July is a difficult time for our family. At times, the stinging twinge of grief hits us again out of nowhere.
It takes us back to that phone call in 2014 that caused me to fall to the floor, wailing in tears. Our oldest son was dead — and by his own doing. The grief and shock of an early death are overwhelming enough, but suicide compounds the anger, unanswered questions, resentment, regret, shame, and so much more.
Apparently our son was battling clinical depression (unmedicated and untreated), but no one was close enough to see it. He lived six hours from us, and his recent visits were brief and filled with happy moments, like his little brother’s graduation and his baby sister’s birthday party.
One month after burying our son, my husband Hank called me, in tears. I was tuning our church’s piano, and finished the job in my own tears, praying fervently. Still grieving and reeling from the shock of our son’s death, the reality of this day’s events hit like a tidal wave. It threatened to drown us, just as we were trying to catch our breath from events.
“Two men from the state office just came to my office to inform me that I am being fired, because of that woman who killed her foster child. They took my cell phone [which he’d had for 15 years], my keys, my laptop, and escorted me from the building like a criminal.”
A kinship foster mom (who was hand-picked by the biological mom to care for her child) had beaten her cousin’s toddler to death. My husband had never met the woman, nor the child. (The social worker whom he supervised also was forced to resign, along with Hank.)
The murderer went to prison, but many innocent people were hurt in the process.
It is quite rare for my husband to cry, and I’d only seen it a few times. The first was in 1995 when his three children (my step-children) left us to go live with their mother. She’d left Hank and the children in 1989, and he’d raised them by himself since then, and with my help since we married two years earlier, in 1993. It was the first big “heartbreak” we’d faced as a married couple, and it crushed my husband. Not just tears…. it brought sobs — for many months.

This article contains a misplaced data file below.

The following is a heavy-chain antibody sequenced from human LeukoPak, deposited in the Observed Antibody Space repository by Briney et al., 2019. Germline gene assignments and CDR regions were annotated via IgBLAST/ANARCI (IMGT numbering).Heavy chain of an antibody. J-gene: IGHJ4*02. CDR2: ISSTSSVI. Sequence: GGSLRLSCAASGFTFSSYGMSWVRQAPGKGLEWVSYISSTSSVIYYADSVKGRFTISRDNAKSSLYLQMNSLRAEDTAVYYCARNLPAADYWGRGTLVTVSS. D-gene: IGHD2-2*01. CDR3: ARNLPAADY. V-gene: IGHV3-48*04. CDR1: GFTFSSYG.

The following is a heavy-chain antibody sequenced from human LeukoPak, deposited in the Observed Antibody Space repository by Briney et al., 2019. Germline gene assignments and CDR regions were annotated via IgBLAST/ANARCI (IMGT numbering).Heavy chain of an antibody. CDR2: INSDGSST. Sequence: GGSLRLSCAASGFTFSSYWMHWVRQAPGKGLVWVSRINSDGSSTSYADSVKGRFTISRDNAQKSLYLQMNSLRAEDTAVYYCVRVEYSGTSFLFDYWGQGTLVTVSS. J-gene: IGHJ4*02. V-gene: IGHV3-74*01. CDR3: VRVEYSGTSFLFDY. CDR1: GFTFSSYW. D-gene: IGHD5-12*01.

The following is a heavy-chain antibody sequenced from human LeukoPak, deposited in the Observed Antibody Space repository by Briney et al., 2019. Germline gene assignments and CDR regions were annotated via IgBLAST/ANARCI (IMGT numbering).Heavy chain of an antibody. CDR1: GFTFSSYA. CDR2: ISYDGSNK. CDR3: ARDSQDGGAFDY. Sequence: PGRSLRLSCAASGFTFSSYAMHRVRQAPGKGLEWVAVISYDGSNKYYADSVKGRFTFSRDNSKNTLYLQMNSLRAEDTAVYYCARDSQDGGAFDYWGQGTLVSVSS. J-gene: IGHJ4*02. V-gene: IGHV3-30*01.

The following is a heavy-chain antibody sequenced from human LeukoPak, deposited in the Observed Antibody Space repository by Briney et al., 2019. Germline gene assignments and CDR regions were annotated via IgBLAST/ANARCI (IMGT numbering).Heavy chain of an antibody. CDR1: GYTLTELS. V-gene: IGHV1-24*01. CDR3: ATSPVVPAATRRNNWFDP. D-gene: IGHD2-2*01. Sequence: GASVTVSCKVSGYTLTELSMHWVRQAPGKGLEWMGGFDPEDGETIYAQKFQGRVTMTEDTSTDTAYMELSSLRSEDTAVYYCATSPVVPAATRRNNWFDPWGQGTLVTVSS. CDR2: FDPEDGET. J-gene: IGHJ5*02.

The second time I saw Hank cry was when my own sister drowned in 2004, leaving behind her five young children. Since she lived ten minutes from us, we were all very close. We grieved for her children, for my mother, and for ourselves.
The third time was when our dads died (mine in 2009, his in 2010), and most recently, when our son died, only six weeks before the day of this fateful phone call I’d just received.
I rushed home as quickly as I could after finishing the piano tuning. I found Hank making calls from our home phone to a couple of coworkers, to let them know he could not be reached using the number he’d had for fifteen years, but to use our home number, and his home email address from now on.
Everyone at his office was outraged by this injustice, many in tears over Hank leaving.
According to protocol, they immediately changed the lock codes, even though they knew Hank would never come back uninvited. A former employee had come back with a gun after his firing, though, so they couldn’t take any chances.
This was my husband’s career for nineteen years, protecting and advocating for abused and neglected children, and disabled and elderly clients. This followed twelve years as a Navy Chaplain, and for many years, a bi-vocational pastor. I agree with what his fellow employees have said about him: Hank Wright was and is one of the best OKDHS employees who has ever worked in our county, full of integrity and 100% trustworthy.
But now, his career was over, and we were devastated, and at a loss of what to do. That evening and the days to come were filled with phone calls, updating and sending our resumes, and job hunting — not what we planned to be doing at this stage in life.